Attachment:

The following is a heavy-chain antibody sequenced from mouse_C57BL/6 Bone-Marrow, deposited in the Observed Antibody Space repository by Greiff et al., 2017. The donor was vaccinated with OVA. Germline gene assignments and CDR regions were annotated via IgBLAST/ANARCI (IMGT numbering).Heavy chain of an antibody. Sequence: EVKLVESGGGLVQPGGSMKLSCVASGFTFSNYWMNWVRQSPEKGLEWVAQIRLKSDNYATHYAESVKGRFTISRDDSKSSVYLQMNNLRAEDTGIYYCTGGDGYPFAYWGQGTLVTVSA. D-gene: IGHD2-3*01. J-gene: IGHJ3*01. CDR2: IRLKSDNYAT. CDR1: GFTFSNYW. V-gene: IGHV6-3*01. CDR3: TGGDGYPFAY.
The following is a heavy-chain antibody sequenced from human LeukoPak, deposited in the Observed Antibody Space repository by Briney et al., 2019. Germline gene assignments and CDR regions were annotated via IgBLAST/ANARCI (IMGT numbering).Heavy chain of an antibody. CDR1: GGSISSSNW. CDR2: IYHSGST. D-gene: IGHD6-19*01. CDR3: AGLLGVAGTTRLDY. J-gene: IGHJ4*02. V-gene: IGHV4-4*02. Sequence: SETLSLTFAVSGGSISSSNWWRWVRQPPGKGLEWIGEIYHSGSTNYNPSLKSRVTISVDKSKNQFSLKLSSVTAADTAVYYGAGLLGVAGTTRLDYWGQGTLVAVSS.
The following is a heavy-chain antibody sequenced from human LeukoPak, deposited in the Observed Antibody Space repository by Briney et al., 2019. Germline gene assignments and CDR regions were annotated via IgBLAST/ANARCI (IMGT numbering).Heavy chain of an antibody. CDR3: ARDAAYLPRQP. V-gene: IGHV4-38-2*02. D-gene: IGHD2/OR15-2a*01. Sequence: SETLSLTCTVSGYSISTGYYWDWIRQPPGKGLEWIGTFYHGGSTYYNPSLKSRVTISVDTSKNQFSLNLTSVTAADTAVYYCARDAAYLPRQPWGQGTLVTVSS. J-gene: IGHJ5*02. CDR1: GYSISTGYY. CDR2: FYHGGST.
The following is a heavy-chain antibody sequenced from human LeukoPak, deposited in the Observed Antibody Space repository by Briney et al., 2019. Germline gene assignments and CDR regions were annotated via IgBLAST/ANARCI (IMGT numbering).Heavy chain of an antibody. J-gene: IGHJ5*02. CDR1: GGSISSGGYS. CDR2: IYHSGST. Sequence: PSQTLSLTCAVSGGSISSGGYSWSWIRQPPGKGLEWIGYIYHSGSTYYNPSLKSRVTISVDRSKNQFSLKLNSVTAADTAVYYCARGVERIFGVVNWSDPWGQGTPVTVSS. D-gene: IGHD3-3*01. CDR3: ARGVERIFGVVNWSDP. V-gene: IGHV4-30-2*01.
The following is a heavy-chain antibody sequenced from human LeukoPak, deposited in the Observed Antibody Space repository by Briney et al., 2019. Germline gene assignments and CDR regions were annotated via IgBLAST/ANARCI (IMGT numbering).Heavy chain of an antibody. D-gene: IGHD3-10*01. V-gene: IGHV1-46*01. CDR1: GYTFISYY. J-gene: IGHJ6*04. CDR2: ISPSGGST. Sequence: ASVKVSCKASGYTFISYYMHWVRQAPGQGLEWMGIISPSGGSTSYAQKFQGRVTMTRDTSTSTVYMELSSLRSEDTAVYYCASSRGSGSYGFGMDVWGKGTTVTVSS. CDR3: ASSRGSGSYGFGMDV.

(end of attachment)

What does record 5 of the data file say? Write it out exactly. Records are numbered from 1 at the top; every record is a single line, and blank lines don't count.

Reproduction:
The following is a heavy-chain antibody sequenced from human LeukoPak, deposited in the Observed Antibody Space repository by Briney et al., 2019. Germline gene assignments and CDR regions were annotated via IgBLAST/ANARCI (IMGT numbering).Heavy chain of an antibody. D-gene: IGHD3-10*01. V-gene: IGHV1-46*01. CDR1: GYTFISYY. J-gene: IGHJ6*04. CDR2: ISPSGGST. Sequence: ASVKVSCKASGYTFISYYMHWVRQAPGQGLEWMGIISPSGGSTSYAQKFQGRVTMTRDTSTSTVYMELSSLRSEDTAVYYCASSRGSGSYGFGMDVWGKGTTVTVSS. CDR3: ASSRGSGSYGFGMDV.